I have been in the business of Broad-Based Black Economic Empowerment for more than 20 years, and in that time have thought about BEE a lot! But I’ve usually thought about empowerment in terms of other people, not necessarily in regard to myself. After all, I am gainfully employed and making a difference to the people of South Africa.
So, when I was asked about what empowerment meant to me, specifically, it gave me pause. I’ve always defined empowerment as people having power and control over their own lives. It is when people have the ability to accomplish something, giving them the confidence, they need to succeed.
When I thought about this in terms of my own experience, I remembered my personal struggle with accepting the title of CEO of Lanham-Love Consulting. I pushed it away for many years – I didn’t feel like a CEO, and so was anxious about what it would mean for me to fill those shoes. This resulted in me doing the job without having the title.
But I realised, as recently as last year, that not accepting the “label” of CEO was doing me, and Lanham-Love Consulting, a real disservice. I was giving away my power, and, in doing so, I was hamstringing the company by not providing clear leadership. When I decided to embrace the title, it gave me the confidence I needed to succeed. By taking the title – and living it – I restored balance to the company.
Titles matter – labels matter. Broad-Based Black Economic Empowerment is not, therefore, about putting previously disadvantaged people into roles that they cannot fulfil. It should not be about having leadership in name only. We need to empower the people of South Africa to succeed, which, I believe, is best achieved through skills development. Lanham-Love Consulting, for example, has been instrumental in helping young South Africans equip themselves with the abilities and skills they need to get where they want to be. This in turn means that they have the initial skill set necessary to position them for future maturity and growth into more senior roles.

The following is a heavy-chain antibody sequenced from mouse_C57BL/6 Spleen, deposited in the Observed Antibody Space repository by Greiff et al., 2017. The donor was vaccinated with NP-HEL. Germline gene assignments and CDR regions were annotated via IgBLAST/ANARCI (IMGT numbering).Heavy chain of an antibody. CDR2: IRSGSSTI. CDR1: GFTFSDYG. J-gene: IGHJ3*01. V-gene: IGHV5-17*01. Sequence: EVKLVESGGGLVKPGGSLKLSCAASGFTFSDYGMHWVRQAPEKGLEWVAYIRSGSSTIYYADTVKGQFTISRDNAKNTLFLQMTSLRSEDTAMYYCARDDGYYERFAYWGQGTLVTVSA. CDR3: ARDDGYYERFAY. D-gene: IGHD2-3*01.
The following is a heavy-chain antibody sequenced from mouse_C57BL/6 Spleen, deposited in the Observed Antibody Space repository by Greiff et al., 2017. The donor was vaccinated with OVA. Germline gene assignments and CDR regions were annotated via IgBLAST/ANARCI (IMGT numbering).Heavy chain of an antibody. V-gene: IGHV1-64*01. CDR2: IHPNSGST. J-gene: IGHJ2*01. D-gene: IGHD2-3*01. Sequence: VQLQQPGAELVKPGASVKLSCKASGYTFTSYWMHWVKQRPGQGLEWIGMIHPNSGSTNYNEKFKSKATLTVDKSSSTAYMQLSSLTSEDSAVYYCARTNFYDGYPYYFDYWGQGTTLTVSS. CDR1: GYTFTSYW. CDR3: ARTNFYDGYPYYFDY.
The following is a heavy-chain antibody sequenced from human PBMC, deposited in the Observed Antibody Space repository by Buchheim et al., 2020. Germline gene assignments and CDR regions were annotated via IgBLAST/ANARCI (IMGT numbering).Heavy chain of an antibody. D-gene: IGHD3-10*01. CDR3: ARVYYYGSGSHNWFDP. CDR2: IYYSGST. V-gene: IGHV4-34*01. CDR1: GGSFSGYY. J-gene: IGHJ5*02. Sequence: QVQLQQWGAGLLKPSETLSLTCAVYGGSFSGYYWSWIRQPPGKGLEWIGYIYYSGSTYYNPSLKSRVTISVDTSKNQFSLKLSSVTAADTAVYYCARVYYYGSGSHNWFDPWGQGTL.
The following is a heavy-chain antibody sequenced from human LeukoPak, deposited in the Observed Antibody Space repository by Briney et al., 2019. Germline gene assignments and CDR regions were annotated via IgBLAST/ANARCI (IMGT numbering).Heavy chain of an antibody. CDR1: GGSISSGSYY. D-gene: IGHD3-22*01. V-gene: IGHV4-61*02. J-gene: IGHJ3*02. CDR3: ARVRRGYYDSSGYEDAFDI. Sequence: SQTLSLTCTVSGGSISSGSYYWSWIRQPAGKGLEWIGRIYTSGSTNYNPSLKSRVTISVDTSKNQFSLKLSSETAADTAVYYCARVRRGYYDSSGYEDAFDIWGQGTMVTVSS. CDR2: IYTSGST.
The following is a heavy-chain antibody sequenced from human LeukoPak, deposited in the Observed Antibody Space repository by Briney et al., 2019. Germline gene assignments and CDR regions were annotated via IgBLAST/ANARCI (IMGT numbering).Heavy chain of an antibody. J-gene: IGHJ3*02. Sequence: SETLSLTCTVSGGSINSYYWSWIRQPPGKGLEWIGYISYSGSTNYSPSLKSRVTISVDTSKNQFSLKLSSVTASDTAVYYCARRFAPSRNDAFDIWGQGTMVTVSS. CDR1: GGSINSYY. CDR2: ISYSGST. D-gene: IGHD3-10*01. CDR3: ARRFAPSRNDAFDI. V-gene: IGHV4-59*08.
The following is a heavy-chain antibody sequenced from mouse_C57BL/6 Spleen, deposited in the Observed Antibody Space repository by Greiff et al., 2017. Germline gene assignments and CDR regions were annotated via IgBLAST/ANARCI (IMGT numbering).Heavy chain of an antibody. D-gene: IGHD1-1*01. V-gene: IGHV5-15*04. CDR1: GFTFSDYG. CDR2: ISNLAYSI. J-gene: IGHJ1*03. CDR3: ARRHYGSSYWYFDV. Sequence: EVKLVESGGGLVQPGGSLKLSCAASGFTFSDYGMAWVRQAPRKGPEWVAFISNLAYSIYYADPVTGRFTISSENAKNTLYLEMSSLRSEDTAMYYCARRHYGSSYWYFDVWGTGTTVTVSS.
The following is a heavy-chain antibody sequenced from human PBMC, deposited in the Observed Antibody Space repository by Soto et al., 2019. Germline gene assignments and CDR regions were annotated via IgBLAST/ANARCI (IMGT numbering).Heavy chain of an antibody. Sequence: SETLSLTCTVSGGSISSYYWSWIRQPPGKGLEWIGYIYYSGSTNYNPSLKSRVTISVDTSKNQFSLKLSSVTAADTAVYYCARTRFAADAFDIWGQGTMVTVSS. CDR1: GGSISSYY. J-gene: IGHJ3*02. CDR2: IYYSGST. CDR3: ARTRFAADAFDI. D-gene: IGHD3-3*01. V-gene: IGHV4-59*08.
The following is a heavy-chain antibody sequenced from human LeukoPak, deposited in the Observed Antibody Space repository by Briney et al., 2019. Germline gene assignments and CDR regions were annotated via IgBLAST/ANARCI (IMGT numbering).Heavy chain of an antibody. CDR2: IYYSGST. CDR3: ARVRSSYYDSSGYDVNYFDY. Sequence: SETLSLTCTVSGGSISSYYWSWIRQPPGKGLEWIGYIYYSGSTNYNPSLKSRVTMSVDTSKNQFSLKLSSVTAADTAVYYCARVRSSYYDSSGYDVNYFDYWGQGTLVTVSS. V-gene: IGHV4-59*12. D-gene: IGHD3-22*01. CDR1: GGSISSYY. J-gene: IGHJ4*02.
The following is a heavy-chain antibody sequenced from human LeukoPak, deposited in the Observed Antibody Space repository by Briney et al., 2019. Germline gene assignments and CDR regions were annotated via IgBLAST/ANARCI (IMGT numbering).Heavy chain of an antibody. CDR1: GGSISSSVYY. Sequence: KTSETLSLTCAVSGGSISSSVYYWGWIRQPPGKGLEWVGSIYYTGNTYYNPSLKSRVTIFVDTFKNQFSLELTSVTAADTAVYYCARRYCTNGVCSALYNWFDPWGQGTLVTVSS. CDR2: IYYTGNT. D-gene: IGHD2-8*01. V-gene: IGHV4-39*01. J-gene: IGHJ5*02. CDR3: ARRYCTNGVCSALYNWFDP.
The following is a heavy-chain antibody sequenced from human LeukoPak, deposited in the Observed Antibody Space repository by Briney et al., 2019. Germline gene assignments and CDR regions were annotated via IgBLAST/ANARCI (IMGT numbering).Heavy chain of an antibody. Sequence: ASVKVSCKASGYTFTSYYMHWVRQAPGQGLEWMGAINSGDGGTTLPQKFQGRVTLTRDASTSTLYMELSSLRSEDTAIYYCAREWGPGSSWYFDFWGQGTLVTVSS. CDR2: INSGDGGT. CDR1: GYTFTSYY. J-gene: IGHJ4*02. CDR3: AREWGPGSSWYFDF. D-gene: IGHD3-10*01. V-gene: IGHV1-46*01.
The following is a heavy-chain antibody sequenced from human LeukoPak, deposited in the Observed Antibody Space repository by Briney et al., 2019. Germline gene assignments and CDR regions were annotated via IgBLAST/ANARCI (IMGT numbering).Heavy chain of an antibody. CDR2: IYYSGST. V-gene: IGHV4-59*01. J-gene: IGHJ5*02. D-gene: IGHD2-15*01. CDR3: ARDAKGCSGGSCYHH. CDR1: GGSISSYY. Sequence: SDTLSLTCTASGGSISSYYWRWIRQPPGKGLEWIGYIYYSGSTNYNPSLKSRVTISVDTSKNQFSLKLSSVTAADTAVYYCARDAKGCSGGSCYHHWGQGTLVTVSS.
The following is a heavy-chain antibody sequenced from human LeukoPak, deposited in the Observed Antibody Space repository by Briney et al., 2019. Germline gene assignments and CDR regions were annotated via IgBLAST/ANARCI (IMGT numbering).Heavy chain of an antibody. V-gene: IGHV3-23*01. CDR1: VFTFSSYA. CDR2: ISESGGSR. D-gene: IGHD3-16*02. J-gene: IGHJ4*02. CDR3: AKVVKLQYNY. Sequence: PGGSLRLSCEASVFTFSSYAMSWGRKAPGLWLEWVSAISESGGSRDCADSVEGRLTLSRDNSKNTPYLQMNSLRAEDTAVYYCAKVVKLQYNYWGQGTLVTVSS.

This is where empowerment is being done right – where there is room for empowerment to be done better, however, is in mentoring people into the role of company leadership. Instead of forcing senior management or directorship too early, and essentially setting people up to fail, I believe that creating the future leaders we need to run South African businesses can be achieved by ongoing development. There are some things that only come with experience!
I am (obviously) passionate about empowerment. If you see the value of empowerment for your business, of growing and developing your people for the sake of business sustainability and continued prosperity, then contact Lanham-Love Consulting. We specialise in finding strategic B-BBEE solutions that result in additional benefits and increased compliance across multiple elements of the scorecard.